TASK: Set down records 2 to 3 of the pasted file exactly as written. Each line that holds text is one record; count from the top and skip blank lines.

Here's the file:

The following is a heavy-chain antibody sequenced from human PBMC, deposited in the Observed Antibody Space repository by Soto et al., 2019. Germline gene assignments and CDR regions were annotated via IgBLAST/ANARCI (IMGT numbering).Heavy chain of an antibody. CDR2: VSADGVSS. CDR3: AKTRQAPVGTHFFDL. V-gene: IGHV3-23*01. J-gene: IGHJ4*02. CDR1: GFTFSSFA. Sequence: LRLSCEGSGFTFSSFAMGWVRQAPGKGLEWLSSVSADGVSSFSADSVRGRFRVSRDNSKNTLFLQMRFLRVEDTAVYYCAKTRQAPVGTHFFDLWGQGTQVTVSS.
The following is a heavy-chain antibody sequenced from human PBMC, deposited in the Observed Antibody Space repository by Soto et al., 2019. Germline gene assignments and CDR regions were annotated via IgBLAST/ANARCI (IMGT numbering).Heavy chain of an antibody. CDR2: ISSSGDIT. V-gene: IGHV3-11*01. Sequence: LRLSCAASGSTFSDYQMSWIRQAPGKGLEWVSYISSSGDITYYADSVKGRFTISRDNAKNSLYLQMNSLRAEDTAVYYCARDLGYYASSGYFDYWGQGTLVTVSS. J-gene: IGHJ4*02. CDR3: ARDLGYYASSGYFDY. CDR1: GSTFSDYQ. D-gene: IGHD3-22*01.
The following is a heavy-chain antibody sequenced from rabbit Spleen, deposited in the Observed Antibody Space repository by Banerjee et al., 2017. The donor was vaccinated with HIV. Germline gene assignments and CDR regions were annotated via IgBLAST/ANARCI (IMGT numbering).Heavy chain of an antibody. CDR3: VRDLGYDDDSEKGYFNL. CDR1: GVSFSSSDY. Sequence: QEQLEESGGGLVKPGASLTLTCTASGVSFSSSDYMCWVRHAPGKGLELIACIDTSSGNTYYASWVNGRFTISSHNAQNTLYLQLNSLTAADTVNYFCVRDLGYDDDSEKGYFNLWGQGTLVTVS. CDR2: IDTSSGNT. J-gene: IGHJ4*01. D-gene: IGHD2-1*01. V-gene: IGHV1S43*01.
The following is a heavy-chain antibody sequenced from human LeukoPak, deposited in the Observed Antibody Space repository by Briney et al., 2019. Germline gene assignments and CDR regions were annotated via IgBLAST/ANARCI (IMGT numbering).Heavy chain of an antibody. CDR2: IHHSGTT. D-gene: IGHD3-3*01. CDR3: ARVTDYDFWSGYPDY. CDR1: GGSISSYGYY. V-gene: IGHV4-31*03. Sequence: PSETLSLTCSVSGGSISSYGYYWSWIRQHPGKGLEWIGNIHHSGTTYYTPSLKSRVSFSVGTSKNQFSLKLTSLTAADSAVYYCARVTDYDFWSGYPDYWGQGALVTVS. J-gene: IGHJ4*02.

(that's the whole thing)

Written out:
The following is a heavy-chain antibody sequenced from human PBMC, deposited in the Observed Antibody Space repository by Soto et al., 2019. Germline gene assignments and CDR regions were annotated via IgBLAST/ANARCI (IMGT numbering).Heavy chain of an antibody. CDR2: ISSSGDIT. V-gene: IGHV3-11*01. Sequence: LRLSCAASGSTFSDYQMSWIRQAPGKGLEWVSYISSSGDITYYADSVKGRFTISRDNAKNSLYLQMNSLRAEDTAVYYCARDLGYYASSGYFDYWGQGTLVTVSS. J-gene: IGHJ4*02. CDR3: ARDLGYYASSGYFDY. CDR1: GSTFSDYQ. D-gene: IGHD3-22*01.
The following is a heavy-chain antibody sequenced from rabbit Spleen, deposited in the Observed Antibody Space repository by Banerjee et al., 2017. The donor was vaccinated with HIV. Germline gene assignments and CDR regions were annotated via IgBLAST/ANARCI (IMGT numbering).Heavy chain of an antibody. CDR3: VRDLGYDDDSEKGYFNL. CDR1: GVSFSSSDY. Sequence: QEQLEESGGGLVKPGASLTLTCTASGVSFSSSDYMCWVRHAPGKGLELIACIDTSSGNTYYASWVNGRFTISSHNAQNTLYLQLNSLTAADTVNYFCVRDLGYDDDSEKGYFNLWGQGTLVTVS. CDR2: IDTSSGNT. J-gene: IGHJ4*01. D-gene: IGHD2-1*01. V-gene: IGHV1S43*01.